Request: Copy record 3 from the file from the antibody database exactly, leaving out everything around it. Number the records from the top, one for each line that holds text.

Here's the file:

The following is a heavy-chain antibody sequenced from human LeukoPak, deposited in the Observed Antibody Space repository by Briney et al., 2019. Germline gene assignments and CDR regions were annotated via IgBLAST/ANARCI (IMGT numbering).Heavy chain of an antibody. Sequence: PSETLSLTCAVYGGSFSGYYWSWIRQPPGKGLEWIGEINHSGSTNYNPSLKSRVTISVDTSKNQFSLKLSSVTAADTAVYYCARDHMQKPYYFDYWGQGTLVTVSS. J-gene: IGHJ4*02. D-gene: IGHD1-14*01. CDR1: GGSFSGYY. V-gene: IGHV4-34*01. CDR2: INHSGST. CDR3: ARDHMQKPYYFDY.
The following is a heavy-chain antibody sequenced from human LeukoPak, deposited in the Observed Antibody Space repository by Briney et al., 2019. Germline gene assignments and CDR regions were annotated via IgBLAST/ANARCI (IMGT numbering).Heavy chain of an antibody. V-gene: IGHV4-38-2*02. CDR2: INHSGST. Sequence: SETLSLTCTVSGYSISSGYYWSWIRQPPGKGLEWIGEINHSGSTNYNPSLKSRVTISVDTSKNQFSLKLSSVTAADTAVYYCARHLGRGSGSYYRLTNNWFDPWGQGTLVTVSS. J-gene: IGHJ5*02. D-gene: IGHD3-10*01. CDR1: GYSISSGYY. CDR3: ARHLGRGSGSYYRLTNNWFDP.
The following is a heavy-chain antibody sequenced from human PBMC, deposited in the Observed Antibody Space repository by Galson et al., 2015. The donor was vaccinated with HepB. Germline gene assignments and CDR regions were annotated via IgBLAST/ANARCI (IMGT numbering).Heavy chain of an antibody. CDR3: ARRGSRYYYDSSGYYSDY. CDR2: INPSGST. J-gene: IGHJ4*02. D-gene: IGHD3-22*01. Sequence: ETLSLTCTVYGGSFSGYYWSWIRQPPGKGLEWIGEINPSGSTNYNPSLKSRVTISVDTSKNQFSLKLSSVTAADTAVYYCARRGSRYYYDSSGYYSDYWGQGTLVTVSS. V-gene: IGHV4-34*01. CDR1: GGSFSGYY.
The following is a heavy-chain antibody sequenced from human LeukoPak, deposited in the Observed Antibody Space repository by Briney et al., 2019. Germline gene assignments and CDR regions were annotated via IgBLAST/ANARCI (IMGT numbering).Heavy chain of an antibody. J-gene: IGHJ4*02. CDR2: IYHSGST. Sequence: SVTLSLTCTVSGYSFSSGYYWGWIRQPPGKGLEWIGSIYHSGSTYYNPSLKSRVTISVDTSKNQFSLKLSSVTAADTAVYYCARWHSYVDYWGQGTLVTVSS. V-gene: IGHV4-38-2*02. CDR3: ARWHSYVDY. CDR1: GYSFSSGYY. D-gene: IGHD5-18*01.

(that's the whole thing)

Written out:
The following is a heavy-chain antibody sequenced from human PBMC, deposited in the Observed Antibody Space repository by Galson et al., 2015. The donor was vaccinated with HepB. Germline gene assignments and CDR regions were annotated via IgBLAST/ANARCI (IMGT numbering).Heavy chain of an antibody. CDR3: ARRGSRYYYDSSGYYSDY. CDR2: INPSGST. J-gene: IGHJ4*02. D-gene: IGHD3-22*01. Sequence: ETLSLTCTVYGGSFSGYYWSWIRQPPGKGLEWIGEINPSGSTNYNPSLKSRVTISVDTSKNQFSLKLSSVTAADTAVYYCARRGSRYYYDSSGYYSDYWGQGTLVTVSS. V-gene: IGHV4-34*01. CDR1: GGSFSGYY.